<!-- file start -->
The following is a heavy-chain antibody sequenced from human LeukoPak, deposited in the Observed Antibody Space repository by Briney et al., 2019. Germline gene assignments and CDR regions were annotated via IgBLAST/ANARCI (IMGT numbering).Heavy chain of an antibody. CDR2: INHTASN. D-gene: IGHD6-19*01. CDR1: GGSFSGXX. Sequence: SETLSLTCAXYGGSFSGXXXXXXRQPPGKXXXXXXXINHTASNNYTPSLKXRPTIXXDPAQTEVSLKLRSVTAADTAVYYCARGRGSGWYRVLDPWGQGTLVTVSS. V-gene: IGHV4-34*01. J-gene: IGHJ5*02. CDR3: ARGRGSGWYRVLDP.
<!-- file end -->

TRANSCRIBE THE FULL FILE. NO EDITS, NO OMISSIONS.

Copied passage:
The following is a heavy-chain antibody sequenced from human LeukoPak, deposited in the Observed Antibody Space repository by Briney et al., 2019. Germline gene assignments and CDR regions were annotated via IgBLAST/ANARCI (IMGT numbering).Heavy chain of an antibody. CDR2: INHTASN. D-gene: IGHD6-19*01. CDR1: GGSFSGXX. Sequence: SETLSLTCAXYGGSFSGXXXXXXRQPPGKXXXXXXXINHTASNNYTPSLKXRPTIXXDPAQTEVSLKLRSVTAADTAVYYCARGRGSGWYRVLDPWGQGTLVTVSS. V-gene: IGHV4-34*01. J-gene: IGHJ5*02. CDR3: ARGRGSGWYRVLDP.